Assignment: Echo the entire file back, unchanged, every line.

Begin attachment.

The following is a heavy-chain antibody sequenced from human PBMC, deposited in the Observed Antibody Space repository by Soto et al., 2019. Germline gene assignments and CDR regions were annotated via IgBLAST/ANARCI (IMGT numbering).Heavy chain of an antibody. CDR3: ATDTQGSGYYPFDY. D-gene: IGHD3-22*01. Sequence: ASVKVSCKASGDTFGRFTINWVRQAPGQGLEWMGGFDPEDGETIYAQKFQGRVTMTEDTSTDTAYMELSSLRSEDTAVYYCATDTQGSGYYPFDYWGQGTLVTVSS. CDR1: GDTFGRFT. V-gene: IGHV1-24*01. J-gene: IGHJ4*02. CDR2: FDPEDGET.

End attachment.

The following is a heavy-chain antibody sequenced from human PBMC, deposited in the Observed Antibody Space repository by Soto et al., 2019. Germline gene assignments and CDR regions were annotated via IgBLAST/ANARCI (IMGT numbering).Heavy chain of an antibody. CDR3: ATDTQGSGYYPFDY. D-gene: IGHD3-22*01. Sequence: ASVKVSCKASGDTFGRFTINWVRQAPGQGLEWMGGFDPEDGETIYAQKFQGRVTMTEDTSTDTAYMELSSLRSEDTAVYYCATDTQGSGYYPFDYWGQGTLVTVSS. CDR1: GDTFGRFT. V-gene: IGHV1-24*01. J-gene: IGHJ4*02. CDR2: FDPEDGET.